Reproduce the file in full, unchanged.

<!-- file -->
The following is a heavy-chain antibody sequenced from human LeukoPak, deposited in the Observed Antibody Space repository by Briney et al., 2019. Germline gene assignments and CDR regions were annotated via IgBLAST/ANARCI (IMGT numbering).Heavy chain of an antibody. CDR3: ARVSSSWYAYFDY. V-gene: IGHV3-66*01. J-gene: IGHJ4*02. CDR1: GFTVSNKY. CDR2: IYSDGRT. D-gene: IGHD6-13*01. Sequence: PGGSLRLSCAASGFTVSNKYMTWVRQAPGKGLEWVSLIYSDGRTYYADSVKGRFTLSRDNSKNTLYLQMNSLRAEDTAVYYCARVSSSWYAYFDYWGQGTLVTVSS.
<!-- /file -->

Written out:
The following is a heavy-chain antibody sequenced from human LeukoPak, deposited in the Observed Antibody Space repository by Briney et al., 2019. Germline gene assignments and CDR regions were annotated via IgBLAST/ANARCI (IMGT numbering).Heavy chain of an antibody. CDR3: ARVSSSWYAYFDY. V-gene: IGHV3-66*01. J-gene: IGHJ4*02. CDR1: GFTVSNKY. CDR2: IYSDGRT. D-gene: IGHD6-13*01. Sequence: PGGSLRLSCAASGFTVSNKYMTWVRQAPGKGLEWVSLIYSDGRTYYADSVKGRFTLSRDNSKNTLYLQMNSLRAEDTAVYYCARVSSSWYAYFDYWGQGTLVTVSS.